Grant Shapps Says Tory Ministers Privately Agree May Should Go

Casey Dawson
October 7, 2017

"At the general election just four months ago the Conservative party - led by Mrs May - received over 42 per cent of the popular vote".

About 30 Tory MPs, apparently led by Grant Snapps, are to tell the Prime Minister she no longer has the party's support and call for her to step down.

But, Mr Shapps told LBC although they wouldn't admit it in public, there were some ministers who privately agreed.

Mr Clark said: "Clearly she was struggling but it was a very personal and that [the cough] made it more so".

"Then yesterday, journalists contacted me and told me the whips are saying 'you've got the list'".

Most recently, calls for May to step down have been revived as a result of a disastrous speech at the annual Conservative Party conference in Manchester.

Next week, on Wednesday, the 1922 Committee of backbench Tory MPs will meet for the first time since the party conference for what could be a crucial moment for the party's future and May's own leadership.

Things started to go off the rails when a prankster, in a major security breach, approached May as she was speaking from the podium and handed her a P45, the British equivalent of a pink slip. We've not really managed to see that relaunch.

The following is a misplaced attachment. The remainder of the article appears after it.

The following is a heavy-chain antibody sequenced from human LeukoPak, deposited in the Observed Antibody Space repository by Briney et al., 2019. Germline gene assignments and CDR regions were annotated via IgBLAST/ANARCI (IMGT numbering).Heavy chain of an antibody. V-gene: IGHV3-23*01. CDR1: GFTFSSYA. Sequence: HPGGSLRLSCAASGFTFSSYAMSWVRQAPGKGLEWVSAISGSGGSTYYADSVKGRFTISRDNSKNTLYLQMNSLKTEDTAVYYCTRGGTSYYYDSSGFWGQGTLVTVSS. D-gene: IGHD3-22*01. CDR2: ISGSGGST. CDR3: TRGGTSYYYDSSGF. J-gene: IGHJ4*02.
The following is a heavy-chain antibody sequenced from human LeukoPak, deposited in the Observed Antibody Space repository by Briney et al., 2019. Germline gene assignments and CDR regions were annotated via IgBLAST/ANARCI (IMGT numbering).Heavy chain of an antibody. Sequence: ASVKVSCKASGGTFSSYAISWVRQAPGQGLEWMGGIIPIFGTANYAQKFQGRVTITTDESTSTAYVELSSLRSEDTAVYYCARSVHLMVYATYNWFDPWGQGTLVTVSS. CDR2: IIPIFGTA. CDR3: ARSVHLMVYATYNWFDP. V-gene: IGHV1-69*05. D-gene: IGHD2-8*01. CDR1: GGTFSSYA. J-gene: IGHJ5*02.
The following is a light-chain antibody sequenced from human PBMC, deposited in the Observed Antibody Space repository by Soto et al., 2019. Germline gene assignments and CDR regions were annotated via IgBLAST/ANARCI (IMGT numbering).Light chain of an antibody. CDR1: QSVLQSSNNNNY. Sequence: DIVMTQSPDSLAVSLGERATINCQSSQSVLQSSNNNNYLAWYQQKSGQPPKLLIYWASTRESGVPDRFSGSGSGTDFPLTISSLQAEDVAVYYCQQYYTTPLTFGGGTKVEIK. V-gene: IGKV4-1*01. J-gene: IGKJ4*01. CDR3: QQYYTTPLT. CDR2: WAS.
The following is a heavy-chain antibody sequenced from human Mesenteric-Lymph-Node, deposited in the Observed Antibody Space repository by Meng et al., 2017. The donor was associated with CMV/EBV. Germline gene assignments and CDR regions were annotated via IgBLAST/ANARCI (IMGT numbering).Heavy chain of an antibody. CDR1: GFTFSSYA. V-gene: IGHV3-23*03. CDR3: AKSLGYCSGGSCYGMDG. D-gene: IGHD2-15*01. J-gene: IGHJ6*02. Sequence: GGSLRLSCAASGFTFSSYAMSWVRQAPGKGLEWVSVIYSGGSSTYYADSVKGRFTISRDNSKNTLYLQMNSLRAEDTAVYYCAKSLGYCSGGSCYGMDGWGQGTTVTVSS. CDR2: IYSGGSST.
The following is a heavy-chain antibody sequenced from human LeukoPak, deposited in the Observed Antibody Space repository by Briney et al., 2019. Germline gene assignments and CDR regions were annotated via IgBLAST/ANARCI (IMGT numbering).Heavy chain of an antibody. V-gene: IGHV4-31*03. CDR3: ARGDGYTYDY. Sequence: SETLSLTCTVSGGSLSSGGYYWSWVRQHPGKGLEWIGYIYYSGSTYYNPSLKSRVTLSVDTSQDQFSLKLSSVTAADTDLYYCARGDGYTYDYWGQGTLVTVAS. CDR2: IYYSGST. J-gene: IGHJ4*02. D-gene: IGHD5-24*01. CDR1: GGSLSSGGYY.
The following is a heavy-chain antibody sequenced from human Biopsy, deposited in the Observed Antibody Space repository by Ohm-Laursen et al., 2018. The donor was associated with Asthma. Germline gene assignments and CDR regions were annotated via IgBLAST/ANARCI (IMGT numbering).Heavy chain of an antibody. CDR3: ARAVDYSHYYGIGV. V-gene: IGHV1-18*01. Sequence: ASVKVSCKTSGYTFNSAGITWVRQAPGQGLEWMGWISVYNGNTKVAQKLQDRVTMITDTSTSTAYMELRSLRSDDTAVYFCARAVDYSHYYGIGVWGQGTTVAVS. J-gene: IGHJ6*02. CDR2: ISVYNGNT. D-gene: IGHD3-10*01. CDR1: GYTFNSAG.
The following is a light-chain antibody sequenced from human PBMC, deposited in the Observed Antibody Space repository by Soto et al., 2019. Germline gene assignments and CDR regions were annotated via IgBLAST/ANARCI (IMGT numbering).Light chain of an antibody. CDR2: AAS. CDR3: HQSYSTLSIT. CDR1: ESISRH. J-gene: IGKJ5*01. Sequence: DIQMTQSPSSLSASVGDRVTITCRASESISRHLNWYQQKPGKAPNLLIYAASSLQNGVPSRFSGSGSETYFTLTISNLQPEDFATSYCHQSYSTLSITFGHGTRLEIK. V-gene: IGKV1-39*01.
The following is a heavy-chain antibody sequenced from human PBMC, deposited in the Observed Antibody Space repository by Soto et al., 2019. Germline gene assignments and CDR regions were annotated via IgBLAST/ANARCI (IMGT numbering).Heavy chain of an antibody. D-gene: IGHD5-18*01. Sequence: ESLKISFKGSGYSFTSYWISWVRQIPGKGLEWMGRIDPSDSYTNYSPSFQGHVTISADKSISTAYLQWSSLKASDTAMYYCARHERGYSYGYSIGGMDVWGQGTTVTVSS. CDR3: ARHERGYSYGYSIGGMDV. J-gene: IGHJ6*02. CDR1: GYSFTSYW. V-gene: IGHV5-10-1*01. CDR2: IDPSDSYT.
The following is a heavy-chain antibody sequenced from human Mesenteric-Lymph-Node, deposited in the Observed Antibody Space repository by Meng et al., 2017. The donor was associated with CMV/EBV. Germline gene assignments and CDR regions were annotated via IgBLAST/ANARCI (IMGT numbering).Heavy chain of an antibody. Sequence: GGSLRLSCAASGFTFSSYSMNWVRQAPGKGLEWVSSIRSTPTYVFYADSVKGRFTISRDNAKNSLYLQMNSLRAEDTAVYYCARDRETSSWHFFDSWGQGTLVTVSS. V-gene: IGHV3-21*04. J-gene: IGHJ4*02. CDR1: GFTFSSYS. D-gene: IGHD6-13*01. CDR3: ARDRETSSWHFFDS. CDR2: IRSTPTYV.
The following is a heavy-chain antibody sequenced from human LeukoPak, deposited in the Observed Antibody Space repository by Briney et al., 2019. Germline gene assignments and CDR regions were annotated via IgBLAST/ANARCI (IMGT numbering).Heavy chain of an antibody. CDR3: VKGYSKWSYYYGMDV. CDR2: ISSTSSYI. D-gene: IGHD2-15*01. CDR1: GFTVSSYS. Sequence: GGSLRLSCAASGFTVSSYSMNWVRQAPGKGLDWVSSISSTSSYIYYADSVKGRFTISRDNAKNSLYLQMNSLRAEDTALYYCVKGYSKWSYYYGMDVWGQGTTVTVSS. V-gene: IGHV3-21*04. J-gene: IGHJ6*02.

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"I think the damage that would be done to the party if she was forced out would be huge, and like many others I hope she herself will conclude that the best thing would be to go".

"Boris said in one of those corridor meetings: "Give Theresa this". The critical thing is the PM has been doing a fantastic job.

A spokesman for the Prime Minister confirmed there will be a "thorough investigation into what's happened [with regards to security], and that despite the clear issues with her delivery, the Prime Minister is in good health and was pleased with the way the speech went".

British Prime Minister Theresa May says she is "getting the government back into the business of building houses", a significant shift away from years of government policy that left house-building largely to the private sector.

The Home Secretary Amber Rudd also backed the PM, in an article for The Daily Telegraph.

According to various media reports, supporters of the plot to oust May believe they could reach the required number early next week when parliament re-opens after the conference season.

There is no question that as a politician who stepped into David Cameron's shoes just over a year ago, Theresa May is probably not the candidate who the Tory party hardcore would choose as their leader.

The latest round of political uncertainty surrounding May pushed down the value of the pound against the euro and the dollar on currency markets.

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